The Market House
Originally known as the Market House, the building, on the western end of the island of shops between Fore Street and Back Street, was used by the Lord of the Manor or his steward to control all the markets and fairs held in the town. Stallholders' fees and sales taxes were collected in it, and the lord held his court here for those breaking Fair or Market rules. When the first Market House was built, or by whom, is not known, but one was standing close to the church in 1673, with a garden adjoining, when it was mentioned in an indenture regarding a nearby house sale. The present site has never had room for a garden, being in the middle of the market square. In 1777, one George Cockram placed a public notice in the 29 December issue of the Sherbourne & Yeovil Mercury, apologising for having, on the 16th day of June last past with "some malicious and evil disposed persons [did] violently and with force of arms, destroy a market house which stood in the market place of Bampton belonging to Henry Arthur Fellowes Esq; Lord of that manor". Henry brought an action against George which, had it progressed, would have ruined George's family. Instead George agreed to pay suit and rebuild the market house on the same site at his own cost. The re-building had been completed by the date of the public notice.
It seems that the building was renewed again some 20 years later, for a plaque on the gable of the present building gives the year 1798. It is not known when the Market House ceased to function in that capacity, but in 1872 it was earmarked to become a library and reading room.
The annual fair itself has existed since Saxon times, and during the eighteenth century was still one of two, each held over three days. One was held in Whitsuntide, and the other which is the older of the two, on the three days around the feast of St. Luke, 18 October. It was in the middle of the ninteenth century when pony sales started, and until then the fair consisted of cattle, sheep, and poultry sales, and many other items which could not be produced at home, such as pots and pans, pottery and metalware, corn and flour, cloth, leather goods and the like.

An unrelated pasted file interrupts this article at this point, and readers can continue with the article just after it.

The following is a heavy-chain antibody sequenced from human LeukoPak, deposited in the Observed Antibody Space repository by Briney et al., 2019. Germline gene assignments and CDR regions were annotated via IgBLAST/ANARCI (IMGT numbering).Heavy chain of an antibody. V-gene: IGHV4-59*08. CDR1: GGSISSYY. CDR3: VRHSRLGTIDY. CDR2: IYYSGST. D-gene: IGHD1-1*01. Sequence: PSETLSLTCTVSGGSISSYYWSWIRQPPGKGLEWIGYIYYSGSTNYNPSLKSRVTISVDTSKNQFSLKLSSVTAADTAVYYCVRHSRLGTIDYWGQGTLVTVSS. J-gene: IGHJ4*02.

In 1793 the following traders were in Bampton:
|Bye-Post Man||1||Tailors||2||Breeches Makers||1|
|Gardeners||1||Serge Makers||6||Lime Burners||1|
|Boot/Shoe Makers||3||Heel Makers||1||Millers||1|
It is uncommon for trades and professions to be included in deeds and the like, but apart from the breakdown above, the following have appeared in various documents in the years given; those above are included below. The Excise Office was in the present White Horse Inn.
|Andrew||John||Doctor of Medicine||1752|
|Bass||John||tailor||mid 18th century|
|Brewer||James||innkeeper Angel Inn||1767-1793|
|Burge||Hugh||plumber (=lead worker)||1762-1781|
|Glasse||Thomas||doctor of medicine||1752|
|Hill||Robert||yeoman||1733, 1751, 1770|
|Langdon||William||surgeon & man-midwife||1793|
|Marley||John||innkeeper Angel Inn||1792-1796|
|Oxenham||John the elder||yeoman||1702|
|Richards||Daniel son of Daniel & Sarah||soap boiler||1740|
|Stephens||Henry||apothecary, cornfactor, pedlar, dealer, chapman||1774|
|Surridge||James (James Hagley alias Surridge)||farmer||1712|
|Tackell||William||collier (=charcoal burner)||1750|
|Yeandall||Thomas (deceased)||publican Swan Inn||1780|
Little is known of the medical services in Bampton until the advent of directories in the 19th century, but from the above it seems that Bampton was well catered for. In 1782 Robert Browne was recorded as being the surgeon in the Workhouse.